Renee Sang

There are many religious holidays, such as Eid-al-Fitr and Ramadan, that are celebrated in Islamic cultures and not recognized as holidays on the Seminole County school calendar.

Maliha Kareem, Reporter

Too often religious discrimination can be seen when one religion is given a privilege another group of equal or greater size is not. Seminole County schools have a very diverse student body. Many students from all types of backgrounds are eager to be enrolled at Seminole High. Amidst the student body population, there is a significant proportion of students who come from an Islamic background and actively practice the religion. Despite this, there is no recognition made in the official school calendar giving Muslim students the equally important holidays off, even though other major religions such as Christianity and Judaism are considered valuable enough in the eyes of the school board to be recognized.

Three of the world’s major religions include Christianity, Islam, and Judaism. One would assume that with 1.6 million Muslims living in the USA and Islam being one of the fastest growing faiths, Muslim students would have the same entitlement as other students who practice other religions and have recognized national holidays.

In Seminole County any religious holiday can be excused with a note. Despite this, it is somewhat of an inconvenience for students and families who often struggle to take these days off and celebrate together. Recently, a petition to the White House was created across the USA to expedite the change allowing people’s voices to be heard and make Eid, an Islamic holiday, more widely recognized.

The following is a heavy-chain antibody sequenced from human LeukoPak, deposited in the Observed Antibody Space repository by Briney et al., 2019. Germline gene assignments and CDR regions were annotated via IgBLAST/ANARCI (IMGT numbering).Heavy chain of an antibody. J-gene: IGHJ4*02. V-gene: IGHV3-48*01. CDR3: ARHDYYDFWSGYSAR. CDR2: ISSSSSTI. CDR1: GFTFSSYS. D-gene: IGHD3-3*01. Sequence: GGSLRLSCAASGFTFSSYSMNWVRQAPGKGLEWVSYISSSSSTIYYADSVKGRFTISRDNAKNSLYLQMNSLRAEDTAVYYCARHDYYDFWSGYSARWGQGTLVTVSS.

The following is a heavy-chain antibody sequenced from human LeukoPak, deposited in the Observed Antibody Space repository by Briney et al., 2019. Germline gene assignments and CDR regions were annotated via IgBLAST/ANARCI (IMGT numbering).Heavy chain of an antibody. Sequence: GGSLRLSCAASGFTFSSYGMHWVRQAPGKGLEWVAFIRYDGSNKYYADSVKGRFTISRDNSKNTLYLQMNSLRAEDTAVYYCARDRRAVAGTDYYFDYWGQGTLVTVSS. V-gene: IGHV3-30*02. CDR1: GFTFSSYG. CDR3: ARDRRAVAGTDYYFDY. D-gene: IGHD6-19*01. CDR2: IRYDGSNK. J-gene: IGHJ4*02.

Principal Dr. Connie Collins notes, “I have been a principal in Seminole County for 15 years. The policies have always been the same. The calendar is decided by our School Board with recommendations from community members, administrators, teachers, and parents. Days were initially determined by the number of students who would be impacted.”

Seminole High School, being the largest school in Seminole County, is enriched with a diverse group of students. This includes students who follow religions such as Islam, Hinduism, Buddhism, and several others.

Junior Anila Mehdihassan notes, “I remember I signed a petition to make Eid a national holiday and spread the word to everyone I could and posted it.”

Multiple Eids are celebrated by Muslims and are very important holidays within the Islamic community; Eid also serves to represent the five pillars of Islam. There are multiple Eids, such as Eid al-Fitr, which is the celebration that marks the end of Ramadan. This is a special time for reflection and being with loved ones after fasting.

Mark Russi, who leads the district effort for The Seminole County Public Schools Calendar Committee, notes,  “Our Calendar Committee, which consists of a Business Advisory Board member, Seminole State College representative, principals from each level, PTA parent representatives, teachers, and Union representatives are guided by the Union contract which list traditional holidays for consideration. The final decision for a new student calendar rest[s] with the School Board. The Board can accept the recommendation, reject the recommendation, or modify the recommendation.”

Allowing these holidays to be recognized would not only be fair to those of that faith, but would enable a more open-minded perspective for religions and allow people to learn more about faiths that they were previously unaware of. For example, such words as “Islamaphobia” or the fear or hatred of Islam would not have evolved in the USA . Perhaps slander and arrogance would not be spoken by people that possess high platforms by people such as Donald Trump and Ben Carson.

For any additional inquires on religious holidays visit the Seminole County School Board website.